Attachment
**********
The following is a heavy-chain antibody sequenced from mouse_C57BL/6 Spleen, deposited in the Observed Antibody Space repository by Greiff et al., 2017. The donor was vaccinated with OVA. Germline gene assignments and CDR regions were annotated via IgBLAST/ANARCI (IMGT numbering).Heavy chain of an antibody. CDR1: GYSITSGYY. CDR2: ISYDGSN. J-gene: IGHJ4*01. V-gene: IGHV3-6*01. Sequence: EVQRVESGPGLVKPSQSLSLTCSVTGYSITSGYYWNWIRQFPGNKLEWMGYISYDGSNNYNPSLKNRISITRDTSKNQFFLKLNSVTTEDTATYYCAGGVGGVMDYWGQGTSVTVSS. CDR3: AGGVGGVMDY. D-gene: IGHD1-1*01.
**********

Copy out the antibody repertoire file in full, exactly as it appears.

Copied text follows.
The following is a heavy-chain antibody sequenced from mouse_C57BL/6 Spleen, deposited in the Observed Antibody Space repository by Greiff et al., 2017. The donor was vaccinated with OVA. Germline gene assignments and CDR regions were annotated via IgBLAST/ANARCI (IMGT numbering).Heavy chain of an antibody. CDR1: GYSITSGYY. CDR2: ISYDGSN. J-gene: IGHJ4*01. V-gene: IGHV3-6*01. Sequence: EVQRVESGPGLVKPSQSLSLTCSVTGYSITSGYYWNWIRQFPGNKLEWMGYISYDGSNNYNPSLKNRISITRDTSKNQFFLKLNSVTTEDTATYYCAGGVGGVMDYWGQGTSVTVSS. CDR3: AGGVGGVMDY. D-gene: IGHD1-1*01.